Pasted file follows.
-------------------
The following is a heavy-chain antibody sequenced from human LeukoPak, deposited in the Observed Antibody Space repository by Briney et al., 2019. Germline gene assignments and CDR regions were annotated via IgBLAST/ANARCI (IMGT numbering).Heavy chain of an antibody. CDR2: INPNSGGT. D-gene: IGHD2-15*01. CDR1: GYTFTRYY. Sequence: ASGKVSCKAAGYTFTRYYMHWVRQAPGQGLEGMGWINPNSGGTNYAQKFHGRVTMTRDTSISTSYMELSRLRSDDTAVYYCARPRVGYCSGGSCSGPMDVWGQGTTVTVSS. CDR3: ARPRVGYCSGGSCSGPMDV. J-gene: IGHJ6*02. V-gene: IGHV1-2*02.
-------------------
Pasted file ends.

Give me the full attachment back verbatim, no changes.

The following is a heavy-chain antibody sequenced from human LeukoPak, deposited in the Observed Antibody Space repository by Briney et al., 2019. Germline gene assignments and CDR regions were annotated via IgBLAST/ANARCI (IMGT numbering).Heavy chain of an antibody. CDR2: INPNSGGT. D-gene: IGHD2-15*01. CDR1: GYTFTRYY. Sequence: ASGKVSCKAAGYTFTRYYMHWVRQAPGQGLEGMGWINPNSGGTNYAQKFHGRVTMTRDTSISTSYMELSRLRSDDTAVYYCARPRVGYCSGGSCSGPMDVWGQGTTVTVSS. CDR3: ARPRVGYCSGGSCSGPMDV. J-gene: IGHJ6*02. V-gene: IGHV1-2*02.